It doesn’t have to be this way: There are countries all over the world where kids all receive the same early childhood education, and parents’ education and income levels are much less important in shaping the life chances of their children. Believe it or not, the U.S. actually ranks quite low in social mobility, when compared to Canada and Western Europe.

Gladwell’s book is not a story about the triumph of middle-class values, nor is about how wonderfully accomplished wealthy people are. Instead, his story of success is a story of luck. We in America have fooled ourselves into believing the rich deserve everything they have. And if you are not Bill Gates, says a certain strain of American thinking, you are a failure.

No: As Outliers makes clear, Bill Gates (one of Gladwell’s case studies) is just a lucky bastard. Talented, sure—but no more talented than many of the people who work for him. My grandfather had somewhat less in the way of luck; his success consisted of holding the same stable job for 40 years and putting food on the table every day. His children never starved: That’s success. We have to measure our lives against the opportunities we have been given. And the only moral response to the absence of luck is compassion, toward oneself and others.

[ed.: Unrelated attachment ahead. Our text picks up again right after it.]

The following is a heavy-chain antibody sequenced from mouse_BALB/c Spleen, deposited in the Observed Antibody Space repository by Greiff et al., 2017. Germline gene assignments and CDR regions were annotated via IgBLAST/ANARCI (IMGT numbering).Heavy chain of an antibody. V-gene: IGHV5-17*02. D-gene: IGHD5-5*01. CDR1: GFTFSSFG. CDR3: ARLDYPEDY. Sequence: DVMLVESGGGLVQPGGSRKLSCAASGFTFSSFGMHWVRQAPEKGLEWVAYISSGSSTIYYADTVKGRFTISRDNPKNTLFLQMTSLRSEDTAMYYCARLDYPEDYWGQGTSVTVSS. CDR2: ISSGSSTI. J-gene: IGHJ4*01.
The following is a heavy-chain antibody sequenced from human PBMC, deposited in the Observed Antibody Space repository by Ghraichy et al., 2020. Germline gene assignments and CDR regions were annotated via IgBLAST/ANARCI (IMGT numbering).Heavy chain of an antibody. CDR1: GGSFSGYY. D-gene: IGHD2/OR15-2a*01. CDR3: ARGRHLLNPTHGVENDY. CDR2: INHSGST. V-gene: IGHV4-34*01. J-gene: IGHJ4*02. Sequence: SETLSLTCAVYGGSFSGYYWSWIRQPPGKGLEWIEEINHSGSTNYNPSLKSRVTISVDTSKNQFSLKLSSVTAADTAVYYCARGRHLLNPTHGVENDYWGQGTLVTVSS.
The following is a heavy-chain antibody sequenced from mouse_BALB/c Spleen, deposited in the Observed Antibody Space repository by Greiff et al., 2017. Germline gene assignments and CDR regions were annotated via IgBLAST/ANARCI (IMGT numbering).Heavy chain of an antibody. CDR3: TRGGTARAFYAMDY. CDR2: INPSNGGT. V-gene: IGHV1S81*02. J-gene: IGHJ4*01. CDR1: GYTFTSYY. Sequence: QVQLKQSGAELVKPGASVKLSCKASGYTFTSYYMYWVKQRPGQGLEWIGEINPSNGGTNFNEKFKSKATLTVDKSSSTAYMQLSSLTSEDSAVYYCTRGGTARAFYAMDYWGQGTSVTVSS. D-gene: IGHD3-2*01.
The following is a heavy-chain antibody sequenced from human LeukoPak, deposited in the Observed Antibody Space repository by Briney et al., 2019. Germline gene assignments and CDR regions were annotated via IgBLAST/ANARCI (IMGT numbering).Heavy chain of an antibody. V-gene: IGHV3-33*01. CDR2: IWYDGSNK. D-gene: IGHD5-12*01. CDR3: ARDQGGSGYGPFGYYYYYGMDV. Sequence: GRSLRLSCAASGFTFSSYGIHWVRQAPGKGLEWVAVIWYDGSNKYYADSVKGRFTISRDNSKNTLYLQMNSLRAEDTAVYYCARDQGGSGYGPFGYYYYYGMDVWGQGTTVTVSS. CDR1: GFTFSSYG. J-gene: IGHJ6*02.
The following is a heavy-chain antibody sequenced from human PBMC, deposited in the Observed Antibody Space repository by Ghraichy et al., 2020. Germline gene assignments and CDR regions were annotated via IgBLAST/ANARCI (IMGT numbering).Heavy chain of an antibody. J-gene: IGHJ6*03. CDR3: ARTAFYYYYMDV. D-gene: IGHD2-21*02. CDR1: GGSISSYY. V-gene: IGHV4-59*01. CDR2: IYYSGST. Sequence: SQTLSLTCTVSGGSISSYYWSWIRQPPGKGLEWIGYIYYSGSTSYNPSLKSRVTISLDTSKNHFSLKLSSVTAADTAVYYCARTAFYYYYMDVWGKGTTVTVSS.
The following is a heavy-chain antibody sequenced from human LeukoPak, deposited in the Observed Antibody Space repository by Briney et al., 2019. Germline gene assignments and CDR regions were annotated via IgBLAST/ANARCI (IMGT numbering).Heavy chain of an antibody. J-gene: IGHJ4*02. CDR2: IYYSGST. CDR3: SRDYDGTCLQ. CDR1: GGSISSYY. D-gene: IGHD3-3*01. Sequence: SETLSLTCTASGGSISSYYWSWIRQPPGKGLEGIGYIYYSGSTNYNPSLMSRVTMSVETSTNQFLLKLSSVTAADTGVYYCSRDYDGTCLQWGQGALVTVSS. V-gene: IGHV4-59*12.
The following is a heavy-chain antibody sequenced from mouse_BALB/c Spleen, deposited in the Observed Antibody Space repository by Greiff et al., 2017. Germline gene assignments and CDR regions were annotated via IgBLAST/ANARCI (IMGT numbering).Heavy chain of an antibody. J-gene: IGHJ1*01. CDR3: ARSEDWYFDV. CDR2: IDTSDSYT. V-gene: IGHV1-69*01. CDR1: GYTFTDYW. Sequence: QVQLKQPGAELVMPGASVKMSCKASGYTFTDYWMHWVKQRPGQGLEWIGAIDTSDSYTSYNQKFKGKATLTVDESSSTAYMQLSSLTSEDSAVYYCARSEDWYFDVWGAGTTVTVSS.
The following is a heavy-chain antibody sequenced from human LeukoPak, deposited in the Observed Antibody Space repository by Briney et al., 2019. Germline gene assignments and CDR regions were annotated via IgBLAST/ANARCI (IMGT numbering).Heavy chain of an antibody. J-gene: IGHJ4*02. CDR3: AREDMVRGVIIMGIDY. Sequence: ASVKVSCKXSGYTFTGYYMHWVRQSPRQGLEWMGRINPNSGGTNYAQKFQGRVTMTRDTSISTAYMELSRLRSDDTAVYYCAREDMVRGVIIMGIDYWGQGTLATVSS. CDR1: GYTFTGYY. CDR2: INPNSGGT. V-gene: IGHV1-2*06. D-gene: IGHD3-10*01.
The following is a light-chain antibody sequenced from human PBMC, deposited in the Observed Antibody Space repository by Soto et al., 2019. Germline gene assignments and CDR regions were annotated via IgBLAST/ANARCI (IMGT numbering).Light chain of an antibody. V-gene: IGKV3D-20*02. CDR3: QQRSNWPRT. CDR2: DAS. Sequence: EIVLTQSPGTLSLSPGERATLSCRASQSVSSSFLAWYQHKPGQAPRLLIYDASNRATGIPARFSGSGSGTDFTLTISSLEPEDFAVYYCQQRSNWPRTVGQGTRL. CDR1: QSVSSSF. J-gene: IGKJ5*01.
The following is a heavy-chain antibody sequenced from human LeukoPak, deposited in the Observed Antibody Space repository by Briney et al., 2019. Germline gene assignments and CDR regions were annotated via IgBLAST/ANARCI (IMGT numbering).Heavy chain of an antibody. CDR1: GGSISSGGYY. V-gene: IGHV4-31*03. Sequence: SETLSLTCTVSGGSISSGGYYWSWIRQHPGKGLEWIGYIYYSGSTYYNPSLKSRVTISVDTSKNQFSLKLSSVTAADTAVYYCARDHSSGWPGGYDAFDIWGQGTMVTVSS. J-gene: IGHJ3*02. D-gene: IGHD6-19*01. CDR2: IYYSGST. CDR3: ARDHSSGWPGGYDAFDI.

On the other hand, feeling guilty about one’s privilege is not helpful; your guilty feelings don’t make one damn bit of difference for low-income families. To really make a difference, middle- and upper-income parents need to pay their fair share of taxes and vote for politicians who are going to allocate funds to early childhood education, health care, and programs that help all kids fulfill their potential. I am writing this on the eve of inauguration day: Let’s hope President Obama leads the way.

16 comments:

Backpacking Dad said...

This is really interesting to me, because I immediately thought to myself "Well, I didn't come from a middle class family with an active acculturation philosophy of parenting and that has had nothing to do with my successes or failures." And then I thought "I bet a lot of children from lower-class families can tell a similar story, enough of them that they'd be unwilling to consider this point from Gladwell to be a valid one." And then I thought "I wonder how many of those successes-despite-class-philosophy stories also involve alcoholism or substance abuse?"